‘The Fault in Our Stars:’ Pain never felt this good

3 out of 4 stars

Hazel Grace Lancaster stares into the eyes of the boy who desperately wants to become more than just her friend, and summarizes her cancer fight in two sentences.

Even cancer can't stop Hazel Grace and Gus from falling in love. (Courtesy of Fox Searchlight)
Even cancer can’t stop Hazel Grace and Gus from falling in love. (Courtesy of Fox Searchlight)

“Gus, I’m a grenade,” she says, sitting next to him on the swing set in her backyard.One day, I’m going to explode and obliterate everything in my wake and I don’t know, I just feel it’s my responsibility to minimize the casualties.”

“The Fault in Our Stars” isn’t a teen romance. It’s a story about cancer – living with it, joking about it, hoping to survive it and yes, dying with it. It’s a film based on John Green’s bestselling novel, with Shailene Woodley and Ansel Elgort bringing star-crossed lovers Hazel Grace and Gus Waters to life as their cancer-stricken bodies bring them come closer to death.

You’re Hazel. You’re 16 and your lungs are so weak you have to breathe from a tube connected to an oxygen tank you have to wheel around like a piece of carry-on luggage. You’re dying. What would you do? You’re Gus. You’re 17 and after a tumor takes your right leg, a horde of them returns to take the rest of you. You’re dying. What do you do?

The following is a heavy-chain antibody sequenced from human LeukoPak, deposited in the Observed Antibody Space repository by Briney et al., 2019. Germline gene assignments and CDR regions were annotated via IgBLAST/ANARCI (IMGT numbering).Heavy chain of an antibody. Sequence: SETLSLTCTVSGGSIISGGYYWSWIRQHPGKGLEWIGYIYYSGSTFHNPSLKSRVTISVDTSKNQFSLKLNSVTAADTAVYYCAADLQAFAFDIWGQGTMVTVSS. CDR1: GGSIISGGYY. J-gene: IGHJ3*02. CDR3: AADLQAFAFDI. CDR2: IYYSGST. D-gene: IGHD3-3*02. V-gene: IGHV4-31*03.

You live. You fight. You love. And you cry – taking the audience on tearful journey in which no matter what happens, Hazel and Gus’ hourglasses are running out of sand.

If you thought Ansel Elgort and Shailene Woodley were good in "Divergent," then you'll love them in "The Fault of Our Stars." (Courtesy of Fox Searchlight)
If you thought Ansel Elgort and Shailene Woodley were good in “Divergent,” then you’ll love them in “The Fault in Our Stars.” (Courtesy of Fox Searchlight)

But Hazel and Gus aren’t martyrs. They embrace their bleak outlooks, cherishing every minute they have – together. It’s a relationship that progresses slowly. Hazel, who’s so sick she struggles to walk up a flight of steps, initially refuses to become anything more than friends with Gus because she doesn’t want to hurt him. Gus, however, sees a fun, beautiful girl who just so happens to have stage 4 cancer.

Their romance blossoms as their cancer grows, causing the audience to cheer for them. You know the movie isn’t going to have some uplifting ending where some miracle cure is discovered or Gus shows up with a boombox blasting “In Your Eyes” by Peter Gabriel and they live happily ever after.

No, what you get is Gus using his Make-A-Wish-style request to take Hazel to Amsterdam so they can meet her favorite author, who turns out to be a rude, recluse, alcoholic played brilliantly by Willem Dafoe.

What you get is a scene in Anne Frank’s attic that delivers what may go down as the kiss of the year and a scene in a hotel room where you’ve never been so pumped to see two teenagers hook up.

It’s a tearjerker, but one that ultimately centers on life, even one that involves so much suffering, as Hazel says “pain demands to be felt.”

It’s not surprising Woodley and Elgort have seamless chemistry. Earlier this year, they starred as Tris and Caleb in the hit “Divergent,” another film based on a bestselling book, and will play the same characters in the “Insurgent,” the sequel to “Divergent” due out next year.

But they shine brightest in “The Fault of Our Stars,” which should be watched with one requirement.

Bring tissues.